Patients’ experiences from basic body awareness therapy in the treatment of binge eating disorder -movement toward health: a phenomenological study
Peer reviewed, Journal article
MetadataShow full item record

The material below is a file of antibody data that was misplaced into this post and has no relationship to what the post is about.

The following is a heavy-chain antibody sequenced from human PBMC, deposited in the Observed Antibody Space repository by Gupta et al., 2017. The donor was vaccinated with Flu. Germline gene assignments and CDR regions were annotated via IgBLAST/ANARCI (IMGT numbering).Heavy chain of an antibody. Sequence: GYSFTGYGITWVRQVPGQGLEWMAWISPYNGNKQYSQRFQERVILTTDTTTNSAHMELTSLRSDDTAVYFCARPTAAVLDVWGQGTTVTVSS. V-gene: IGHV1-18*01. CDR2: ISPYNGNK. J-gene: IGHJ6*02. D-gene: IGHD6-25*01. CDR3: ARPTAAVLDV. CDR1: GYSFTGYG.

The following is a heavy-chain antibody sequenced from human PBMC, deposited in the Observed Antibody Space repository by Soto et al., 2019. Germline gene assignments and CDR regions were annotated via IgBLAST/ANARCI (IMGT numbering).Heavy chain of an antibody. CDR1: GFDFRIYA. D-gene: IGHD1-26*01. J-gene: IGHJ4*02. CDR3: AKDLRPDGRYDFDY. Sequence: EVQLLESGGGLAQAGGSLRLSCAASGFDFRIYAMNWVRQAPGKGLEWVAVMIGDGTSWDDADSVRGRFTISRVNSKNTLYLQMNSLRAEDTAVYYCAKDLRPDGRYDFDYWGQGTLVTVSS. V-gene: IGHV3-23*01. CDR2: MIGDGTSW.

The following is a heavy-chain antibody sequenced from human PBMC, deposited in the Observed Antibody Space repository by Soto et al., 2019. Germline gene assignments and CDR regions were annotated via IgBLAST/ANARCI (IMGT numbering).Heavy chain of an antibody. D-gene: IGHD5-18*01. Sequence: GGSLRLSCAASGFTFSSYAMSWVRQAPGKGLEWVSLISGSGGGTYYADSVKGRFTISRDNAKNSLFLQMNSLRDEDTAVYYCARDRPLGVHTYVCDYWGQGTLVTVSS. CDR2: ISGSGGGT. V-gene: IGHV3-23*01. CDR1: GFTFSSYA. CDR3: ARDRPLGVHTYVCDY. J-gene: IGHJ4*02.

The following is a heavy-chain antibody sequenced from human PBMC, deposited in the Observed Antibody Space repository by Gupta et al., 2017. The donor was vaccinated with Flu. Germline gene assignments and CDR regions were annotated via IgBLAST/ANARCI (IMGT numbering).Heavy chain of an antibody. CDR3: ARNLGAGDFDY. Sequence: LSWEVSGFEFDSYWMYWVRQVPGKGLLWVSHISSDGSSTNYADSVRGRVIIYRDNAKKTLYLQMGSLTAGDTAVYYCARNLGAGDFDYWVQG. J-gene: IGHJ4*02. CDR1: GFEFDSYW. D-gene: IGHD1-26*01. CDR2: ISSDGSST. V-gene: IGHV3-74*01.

Background Binge Eating Disorder (BED) is the most common eating disorder. Patients with BED are often not diagnosed, nor offered adequate specific treatment. A great number of those who receive recommended treatment do not recover over time. More knowledge about central aspects of BED, and treatments that specifically target such aspects is needed. Previous research has linked body experience to the development and maintenance of eating disorders, as well as influencing treatment results and the risk of relapse. The aim of this study was to explore how patients with BED experience Basic Body Awareness Therapy (BBAT), which is a psychomotor physiotherapy treatment addressing body experience. Method In this phenomenological study, we interviewed two patients with BED in depth during and after treatment. Video observations of treatment sessions and logs written by the patients were used as supporting data. The analysis was guided by Van Manen’s hermeneutic phenomenology. Results A meaning structure was identified: “On the way from the body as a problem to the body as a possibility.” The two participants that besides BED also had a history of childhood trauma, perceived BBAT as a process of getting to know their own bodies in new ways, and described that the way they related to their own body changed as did aspects of their way of being. These changes were prominent when the participants described emotions, movement, pain, calmness, and self-experience, and interwoven with relational aspects as well as practices in everyday life. Conclusion The present results indicate that BBAT stimulated body experience in a way that opened new possibilities for two participants with BED, and hence that BBAT can improve the health status of BED patients also suffering from childhood trauma.